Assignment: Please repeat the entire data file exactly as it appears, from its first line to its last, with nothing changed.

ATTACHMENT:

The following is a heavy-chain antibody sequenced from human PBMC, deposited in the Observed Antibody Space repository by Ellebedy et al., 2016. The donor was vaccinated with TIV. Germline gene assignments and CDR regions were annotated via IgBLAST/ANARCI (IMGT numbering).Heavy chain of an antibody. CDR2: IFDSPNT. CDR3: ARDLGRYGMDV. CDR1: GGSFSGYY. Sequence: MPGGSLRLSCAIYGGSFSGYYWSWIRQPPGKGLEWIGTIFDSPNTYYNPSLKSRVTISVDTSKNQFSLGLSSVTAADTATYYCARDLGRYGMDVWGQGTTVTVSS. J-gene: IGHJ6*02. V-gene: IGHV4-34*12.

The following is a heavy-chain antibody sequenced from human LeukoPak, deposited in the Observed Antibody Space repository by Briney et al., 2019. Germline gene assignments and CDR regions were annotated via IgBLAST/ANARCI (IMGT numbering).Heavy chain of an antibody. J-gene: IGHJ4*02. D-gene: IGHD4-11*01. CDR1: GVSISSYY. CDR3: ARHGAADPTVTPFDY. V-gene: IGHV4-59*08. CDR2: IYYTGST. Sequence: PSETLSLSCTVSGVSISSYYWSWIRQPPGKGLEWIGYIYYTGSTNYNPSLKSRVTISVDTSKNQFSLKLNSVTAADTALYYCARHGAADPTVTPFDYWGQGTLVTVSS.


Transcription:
The following is a heavy-chain antibody sequenced from human PBMC, deposited in the Observed Antibody Space repository by Ellebedy et al., 2016. The donor was vaccinated with TIV. Germline gene assignments and CDR regions were annotated via IgBLAST/ANARCI (IMGT numbering).Heavy chain of an antibody. CDR2: IFDSPNT. CDR3: ARDLGRYGMDV. CDR1: GGSFSGYY. Sequence: MPGGSLRLSCAIYGGSFSGYYWSWIRQPPGKGLEWIGTIFDSPNTYYNPSLKSRVTISVDTSKNQFSLGLSSVTAADTATYYCARDLGRYGMDVWGQGTTVTVSS. J-gene: IGHJ6*02. V-gene: IGHV4-34*12.

The following is a heavy-chain antibody sequenced from human LeukoPak, deposited in the Observed Antibody Space repository by Briney et al., 2019. Germline gene assignments and CDR regions were annotated via IgBLAST/ANARCI (IMGT numbering).Heavy chain of an antibody. J-gene: IGHJ4*02. D-gene: IGHD4-11*01. CDR1: GVSISSYY. CDR3: ARHGAADPTVTPFDY. V-gene: IGHV4-59*08. CDR2: IYYTGST. Sequence: PSETLSLSCTVSGVSISSYYWSWIRQPPGKGLEWIGYIYYTGSTNYNPSLKSRVTISVDTSKNQFSLKLNSVTAADTALYYCARHGAADPTVTPFDYWGQGTLVTVSS.